Thanks for this great post. I saw Kirsch talk about his work back in 2003 or 2004, before an (unfortunately) skeptical audience at Mayo. As a health writer I was really blown away. Like most people, I had no reason to doubt the entire premise of antidepressants — the serotonin deficiency, chemical imbalance, etc etc — and I had taken them myself for several years for mild depression/anxiety. But his work was completely sound science, and I set about pitching a story on it and I am here to tell you that NO ONE wanted to touch it. Harper’s assigned it, but then killed it in later drafts. In the process I interviewed Kirsch and found him to be credible, bemused and sort of dumbfounded that so few wanted to contemplate the implications of the fact that 58 million people were taking expensive, pharmacologically active substances that had no measurable unique drug effect on the disease they were purported to treat.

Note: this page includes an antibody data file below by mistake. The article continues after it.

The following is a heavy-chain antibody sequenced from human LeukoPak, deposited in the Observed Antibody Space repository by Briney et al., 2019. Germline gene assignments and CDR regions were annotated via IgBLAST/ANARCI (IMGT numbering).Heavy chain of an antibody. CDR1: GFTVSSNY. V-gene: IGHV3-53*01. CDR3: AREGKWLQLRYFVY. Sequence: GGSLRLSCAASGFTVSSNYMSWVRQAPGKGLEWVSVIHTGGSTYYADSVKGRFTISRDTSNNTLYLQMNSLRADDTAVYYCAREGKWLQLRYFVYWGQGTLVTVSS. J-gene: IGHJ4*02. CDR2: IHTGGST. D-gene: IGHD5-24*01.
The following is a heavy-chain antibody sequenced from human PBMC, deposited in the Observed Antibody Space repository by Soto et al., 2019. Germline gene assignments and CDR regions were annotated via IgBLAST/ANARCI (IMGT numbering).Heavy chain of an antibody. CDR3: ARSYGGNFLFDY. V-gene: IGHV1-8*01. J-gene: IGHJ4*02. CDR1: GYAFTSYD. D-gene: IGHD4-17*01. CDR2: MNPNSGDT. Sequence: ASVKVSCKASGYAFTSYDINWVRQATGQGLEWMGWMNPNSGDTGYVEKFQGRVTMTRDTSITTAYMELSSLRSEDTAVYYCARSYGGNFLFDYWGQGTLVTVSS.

After Harper’s handed the story back to me I took it to the NYT mag, were I had worked before, then the Atlantic, then Esquire, then Mother Jones, and nobody, but nobody was interested. IN here, I also produced a length book proposal that my agent showed to over 30 major publishers, all of whom had no interest. After a while you started to worry they thought you were a Scientologist or some sort of anti psychiatry zealot, which I am not. More likely, the resistance is due to the fact, as you said, that no one wants to be the bearer of bad news, and even more likely, that everyone or at least everyone in publishing, is on the drugs. Men’s Health to its great credit finally assigned the story two years ago, but I had to go to France to report it. American psychiatry will not even debate this issue.